In both films conflict is an inherent incompatibility between objectives of protagonists and antagonists; “Conflict creates tension by adding doubt about outcome.” (Roberts & Jacobs, 2010) Both films appear opposites which is not the case. Environment’s destructiveness is the target of both films; protagonists are guides through complex antagonistic situations. In Network the antagonist wins and in Magnolia the protagonist(s) win, as with all stories; “One side wins in the end, but the film’s closure reconciles the two” (McBride, 1996). The structures of both narratives are almost indistinguishable and outcomes are inverted. Field’s model works equally well in each scenario.
The elements of Field’s model are evident in both films. The films are bookended with prologue and epilogue. The prologue sets tone, introduces concepts and pulls the audience into the story. True to Field’s model Act 1, in both films, establishing ‘main tension’ sets up characters, dramatic premise and situation. The first plot-point; “anchor of the story line” (Field, 2005), moves narrative forward; in Network when Beale is reinstated his journey begins. All the major plot-points in Magnolia revolve around parents; the first plot-point is a montage of events beginning a series of complex emotional obstacles which characters must overcome.
A classical narrative is structured around scenes; “In a tightly structured script, each scene has a mini goal or plot-point that leads the audience into the next scene” (Garrand, 1997). Although we don’t always know what is going to happen; “the structural patternings set us up for how it is going to happen” (Blumenberg, 1990). The plot-points yield tension and maintain interest in the story. They take place in major or minor form throughout the story with “reversals tending to be major plot-points opening up the story and providing a broader spectrum of options for characters.” (Dancyger & Russ, 2007).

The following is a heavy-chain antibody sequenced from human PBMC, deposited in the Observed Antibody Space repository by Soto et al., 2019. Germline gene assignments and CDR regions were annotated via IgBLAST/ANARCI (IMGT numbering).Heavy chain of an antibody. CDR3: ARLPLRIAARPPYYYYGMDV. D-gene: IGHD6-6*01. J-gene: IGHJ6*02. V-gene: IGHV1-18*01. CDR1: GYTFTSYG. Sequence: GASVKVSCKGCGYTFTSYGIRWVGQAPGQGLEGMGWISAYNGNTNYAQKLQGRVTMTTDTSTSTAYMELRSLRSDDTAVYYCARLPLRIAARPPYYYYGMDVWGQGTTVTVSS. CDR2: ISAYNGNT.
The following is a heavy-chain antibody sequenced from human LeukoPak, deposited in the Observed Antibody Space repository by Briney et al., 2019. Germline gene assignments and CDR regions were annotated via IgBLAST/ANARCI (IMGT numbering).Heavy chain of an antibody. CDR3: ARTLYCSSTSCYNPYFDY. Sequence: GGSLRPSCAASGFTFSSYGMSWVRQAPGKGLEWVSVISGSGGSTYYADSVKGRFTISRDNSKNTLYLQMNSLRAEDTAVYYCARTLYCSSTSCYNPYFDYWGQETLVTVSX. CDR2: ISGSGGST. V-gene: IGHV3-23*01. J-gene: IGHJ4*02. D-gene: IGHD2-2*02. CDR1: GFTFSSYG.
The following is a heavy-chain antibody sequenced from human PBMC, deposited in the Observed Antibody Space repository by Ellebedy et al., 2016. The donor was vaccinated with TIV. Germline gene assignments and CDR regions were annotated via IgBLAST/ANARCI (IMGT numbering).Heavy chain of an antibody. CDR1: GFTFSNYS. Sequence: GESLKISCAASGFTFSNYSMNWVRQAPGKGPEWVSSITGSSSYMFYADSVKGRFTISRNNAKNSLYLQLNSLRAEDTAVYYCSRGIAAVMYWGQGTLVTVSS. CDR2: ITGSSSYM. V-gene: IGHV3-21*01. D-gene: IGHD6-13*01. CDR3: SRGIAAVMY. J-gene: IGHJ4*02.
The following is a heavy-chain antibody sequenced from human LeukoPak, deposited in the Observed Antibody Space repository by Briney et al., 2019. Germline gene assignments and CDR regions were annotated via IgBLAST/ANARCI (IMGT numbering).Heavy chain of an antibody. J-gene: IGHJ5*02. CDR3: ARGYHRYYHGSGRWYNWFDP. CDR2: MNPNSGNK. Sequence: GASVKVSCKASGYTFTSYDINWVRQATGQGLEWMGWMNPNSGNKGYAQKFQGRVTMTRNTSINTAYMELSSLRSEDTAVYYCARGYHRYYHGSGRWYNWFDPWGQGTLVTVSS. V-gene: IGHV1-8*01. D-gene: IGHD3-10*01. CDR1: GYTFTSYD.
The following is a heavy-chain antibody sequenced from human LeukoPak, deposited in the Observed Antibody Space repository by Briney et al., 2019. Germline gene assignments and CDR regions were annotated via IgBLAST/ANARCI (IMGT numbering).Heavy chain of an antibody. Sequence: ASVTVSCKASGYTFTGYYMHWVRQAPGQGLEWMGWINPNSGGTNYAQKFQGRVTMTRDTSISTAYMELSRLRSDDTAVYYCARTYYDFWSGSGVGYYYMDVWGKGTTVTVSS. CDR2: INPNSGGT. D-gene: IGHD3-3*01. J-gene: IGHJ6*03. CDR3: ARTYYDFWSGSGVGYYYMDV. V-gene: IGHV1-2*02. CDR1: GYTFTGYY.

The context of Act two is confrontation; “what the character wants to win, gain, get, or achieve during the course of the screenplay” (Field, 1982). In Network there is relentless confrontation as Beale becomes “the mad prophet of the airwaves” at odds with himself, his audience and ultimately with his superiors; “You have meddled with the primal forces of nature, and you will atone!” (Chayefsky, 1976). In Magnolia conflict occurs as the protagonists attempt to silence their inner demons. Deviating from Field’s model a resolution is achieved in Magnolia in Act 2 climax, the second plot-point, and creates new conflicts.
In Act three paces pick up and no new elements are exposed. Resolution is achieved by story twists. In Network Beale commits suicide but does not pull the trigger. The narrator reappears to explain; “This was the story of Howard Beale…killed because he had lousy ratings.” (Chayefsky, 1976) In Magnolia the protagonists witness and casually accept a ‘frog rainfall’ with one protagonist observing ‘these things happen’. The prologue, a pastiche of ‘chance-events’ makes sense. Happiness is achieved through coincidence and chance. The narrator explains; “In the humble opinion of this narrator these strange things happen all the time….” (Magnolia, 1999).
There are other tensions in both movies. The subplots have tensions that can be mapped in three-act formula and beats; “pauses in dialogue altering how the protagonist pursues a goal” (Decker, 1998) which predict outcome. In Network most beats are unhappy; “I’m going to blow my brains out…on the air…in the middle of the seven o’clock news.” (Chayefsky, 1976) In Magnolia there are happy beats as when one protagonist announces; “I gotta clean my brain of all the shit I’ve done that I shouldn’t have done” (Magnolia, 1999). Within the beats are clues as to the outcome of the goal.
Both films have a complex plots. They interweave characters to demonstrate the strangeness and inexplicableness of life. Events, as depicted, may be strange but they can and do happen; “the events of the plot have to be not only plausible, they also have to echo real life events” (Dancyger & Russ, 2007). In 1974 an American television news reporter, Christine Chubbuck committed suicide during a live television broadcast (New York Times, 1974). Science has offered tornadic explanations for the phenomenon of frog rainfalls. (New York Times, 1901) The implausible becomes plausible by the conceptual scheme of the three act structure.
Both movies remain true to Field’s model; the main tensions are posed in the set-up, embellished in confrontation, and resolved in resolution using appropriate plot-points throughout the journey. The foreground and background stories are fully resolved there are clear winners. In Network victory goes to the antagonist and in Magnolia it belongs to protagonists. To sum up, the two films differ considerably. Network is a plot intensive story and never veers from the three-act structure while Magnolia uses background story over plot, creates believable characters and explores difficult emotional issues using a more complex, less obvious but parallel three-act structure.
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Smith, E., 1999/2000. Thread Structure: Rewriting The Hollywood Formula. Journal of Film And Video, 51(3/4), p. 88.